I’ve never been a member of a streaming service and assumed you needed to have wifi(I don’t, yet - long story!). But I did some research and no, you don’t need wifi, though it does take up a lot of download. However, I could do it on my iPad and watch it in bed and I now have the Optus app that lets me know how much I’ve used. It was, I decided, worth recharging my download. So I got the Amazon Prime app and subscribed($4 a month, not a lot). And all went smoothly. It won’t be wasted, either - I’ve just started to watch American Gods, another Neil Gaiman story, after a recent reread.

Was it worth the effort? Absolutely! It was perfectly cast, especially the two leads. The dialogue was mainly taken from the book, though there was extra from a sequel that was planned and never happened. The demons Hastur and Ligur had extended roles - in the novel they appeared about twice, once to hand over the Antichrist baby and once when they were sent to collect the disobedient demon Crowley. This way, they were truly scary instead of comical. There was at least one scene I hadn’t expected to be used, the call centre one where Hastur appears from out of Crowley’s answering machine line and devours a whole room of telemarketers, ending with “I needed that!” It was used, though in the novel the telemarketers are restored on the day after Armageddon, having lost a day. Oh, and you get to see the delivery man who was delivering parcels to the Horsemen of the Apocalypse at home with his wife, though he was younger - and taller - than I imagined him from the book. 

The Archangel Gabriel was every smarmy boss you have ever loathed: charming, handsome - and thoroughly nasty.  He wasn’t in the novel either, just mentioned once, but was going to be part of that planned sequel. It was interesting to see that Heaven and Hell were basically part of the same building, a skyscraper, with escalators going up and down. Heaven was a shiny office space, while Hell was something out of the Cold War Soviet Union - in one scene Hastur is held up by having to hold a bucket under a leaky ceiling, and no sign of a tradie! You didn’t see the two sets of headquarters in the novel, but it worked for a visual version.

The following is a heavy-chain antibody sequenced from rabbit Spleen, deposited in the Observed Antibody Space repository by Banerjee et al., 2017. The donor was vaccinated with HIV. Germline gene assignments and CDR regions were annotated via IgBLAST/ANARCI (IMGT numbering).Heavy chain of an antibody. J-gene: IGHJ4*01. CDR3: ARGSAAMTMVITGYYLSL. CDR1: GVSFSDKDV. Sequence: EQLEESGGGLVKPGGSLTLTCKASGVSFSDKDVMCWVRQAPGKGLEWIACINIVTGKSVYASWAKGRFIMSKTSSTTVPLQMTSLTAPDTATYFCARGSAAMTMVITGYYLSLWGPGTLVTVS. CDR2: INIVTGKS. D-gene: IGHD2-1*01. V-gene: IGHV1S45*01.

Mostly, what garnered all the good reviews was the development of the friendship between the angel and the demon, both representing their respective worlds for 6000 years and realising they have more in common with each other than with the places they come from. That, of course, was in the novel, but in a six part series  you can show it.  It got a half an episode, in which you saw the two of them meeting through different periods of history, including one in Shakespeare’s Globe Theatre, where they are among only a handful to be seeing Hamlet. There was a scene in London 1941, in which Crowley rescues Aziraphale from Nazi spies by running into a church, despite the pain in his feet - holy place, you see! In fact, some reviews were saying that the friendship story was so good that the rest was boring. Untrue! It was all great! 

Michael Sheen and David Tennant were brilliant in their roles, no question about it. So were the other cast members, especially John Hamm as the dreadful Gabriel, but without these two it just wouldn’t have been the same. 

I loved the touches of Douglas Adams and Monty Python in the animations. Of course, you would have had to see those in their time to get it - the film version of Hitchhiker’s Guide To The Galaxy was missing those bits. 

There is something special when a book you have loved is made into a film and it is every bit as good as you hoped it would be. It did help that one of the two authors was so deeply involved. 

If you haven’t read the novel, I do recommend doing that before you see the series. It’s not that you can’t enjoy the show without it, but there is so much extra in the series that if you do decide to read the book, you may be disappointed that your favourite bits aren’t there. It’s not a long book - read it first! You won’t regret it.